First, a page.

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  • Writer's pictureRandy Nabors

Holy Week Is Right on Time!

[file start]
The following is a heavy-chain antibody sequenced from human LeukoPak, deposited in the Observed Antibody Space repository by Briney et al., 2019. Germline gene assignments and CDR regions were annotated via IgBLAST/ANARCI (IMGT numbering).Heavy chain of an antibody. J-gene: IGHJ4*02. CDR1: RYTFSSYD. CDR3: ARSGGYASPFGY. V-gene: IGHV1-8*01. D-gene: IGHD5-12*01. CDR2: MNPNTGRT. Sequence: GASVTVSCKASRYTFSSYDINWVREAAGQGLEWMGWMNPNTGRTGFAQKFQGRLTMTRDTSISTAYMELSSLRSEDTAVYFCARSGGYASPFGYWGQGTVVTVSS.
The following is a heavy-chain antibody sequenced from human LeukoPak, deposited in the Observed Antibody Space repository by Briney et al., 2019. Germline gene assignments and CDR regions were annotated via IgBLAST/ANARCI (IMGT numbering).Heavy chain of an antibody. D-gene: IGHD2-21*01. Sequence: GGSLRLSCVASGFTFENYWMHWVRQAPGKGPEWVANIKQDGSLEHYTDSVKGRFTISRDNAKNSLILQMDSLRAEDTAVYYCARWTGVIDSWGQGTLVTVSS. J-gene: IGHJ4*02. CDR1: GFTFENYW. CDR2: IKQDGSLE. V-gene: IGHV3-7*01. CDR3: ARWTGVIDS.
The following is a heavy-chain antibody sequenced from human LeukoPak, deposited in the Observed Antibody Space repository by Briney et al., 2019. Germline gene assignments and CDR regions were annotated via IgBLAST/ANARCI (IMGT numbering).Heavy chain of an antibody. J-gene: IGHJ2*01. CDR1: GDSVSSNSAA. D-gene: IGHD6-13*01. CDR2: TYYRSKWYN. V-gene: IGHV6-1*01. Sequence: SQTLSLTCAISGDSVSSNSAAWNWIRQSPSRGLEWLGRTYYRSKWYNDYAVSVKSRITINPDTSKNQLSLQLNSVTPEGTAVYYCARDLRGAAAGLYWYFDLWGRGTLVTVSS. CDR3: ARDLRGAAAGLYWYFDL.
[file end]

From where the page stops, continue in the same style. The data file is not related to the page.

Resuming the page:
Its Holy Week and I am suffering from the realization that I’m not. I’m not holy. I am trying to find the “cheer up, you are worse than you know” cheer up part. If you have been through Sonship you know to that which I refer. It is that statement that tries to help put in perspective the reality that our old nature is really bad, and never gets any better. Yet, there is a second phase that tells us we are loved (by God) more than we can imagine. I am glad I am loved by God but sometimes the reality of my wretched heart just depresses me. I think I know some good theology. I know that the righteousness of Christ has been imputed to me, that active righteousness which he had has been reckoned, counted, or imputed to me. I know that the blood of Jesus has atoned for me, that passive righteousness in which he suffered and died for me, and the payment of my debt has been imputed to me. I didn’t and couldn’t earn any of this for myself, I came to believe in Jesus, and he became the propitiation for my sin. I still don’t like the reality of my sinfulness. Sometimes I have sinned so that I feel ashamed, and shame is what seems to wear on me, and I feel worthless and embarrassed by my sin. Sometimes I just feel whipped and beaten down with the reality of evil in my heart, almost unable to stop the dark feelings and thoughts that swirl through my brain. Self-pity, anger, bitterness, feelings of revenge, and the realization that it is all pride. I don’t feel shame this week, for which I am grateful. I am so thankful for the times that when I did feel shame I was able to believe that the blood of Jesus Christ cleanses me from all sin. I have been blessed in those moments when I took hold of the great liberation of Romans 8:1 and realized I was not condemned, but rather I was safe in Christ, forgiven, loved, and taken in. Sometimes believing the Gospel feels like I just took a shower, and that is one great feeling. Some folks have not liked it when I have confessed or preached that I believe I am still a sinner, still sinful. They have felt I was not taking the high road and claiming the reality of my sainthood, my union with Christ. I guess they don’t feel as rotten as I do at times, when the pattern of my thinking and my heart are too suffocating with the reality of how evil I want to be, could be, and would be if it were not for the restraining work of the Holy Spirit. If you knew me you wouldn’t accuse me of “worm theology” or putting myself down, I am a little too positive and confident for that. I don’t grovel in my self loathing. Maybe I should though because I do loathe what my heart is capable of , I do loathe the voice of Satan and his explanation of my reality and my eager desire to believe that my unhappiness is everyone else’s fault. It is hard for me to accept Romans 7 as anything else than the struggle of all believers, and not the quest to become one, since every once in a while I realize what a wretched man I am. Maybe the problem is not seeing it clearly and often enough. My theology tells me I am not going to make up for this wretchedness on my own. It also tells me it will not be by will power that I “crucify my flesh.” I don’t think I can pay for my own sins, nor deliver myself from them. I am glad it is Holy Week, and I think this year it is coming just in time for me to see some light on the subject. That’s what usually comes, the light from the Word of God, the light of life in the face of Christ, and the lifting of the gloom about my mess. God sends his light, and in his light I see light. Remembering, seeing things new, maybe with fresh insights I get to believe again that he loves me. I am glad Holy Week begins, and the drama unfolds, and through the heartbreak of a betrayed Jesus, a crucified Savior, a risen and glorified Christ, I realize once again that Jesus is Lord. He is Lord over my darkness, conqueror of my rebellion, deliverer from my weakness, helper of my unbelief. I hear him cry, “it is finished.” I say with the congregation, “he is risen indeed.” And I know I have a friend greater than my fallen-ness, greater than my wicked heart, stronger than my flesh, and the giver of every grace I need to not only understand an accomplished holiness though his Holy work, but his grace powered working of holiness in a soul that bears stains and scars but resumes again the smile of victory. Praise God for the cross, praise God for the sanctifying Holy Spirit, praise God for the coming redemption of our bodies and the safe at home holiness of heaven.

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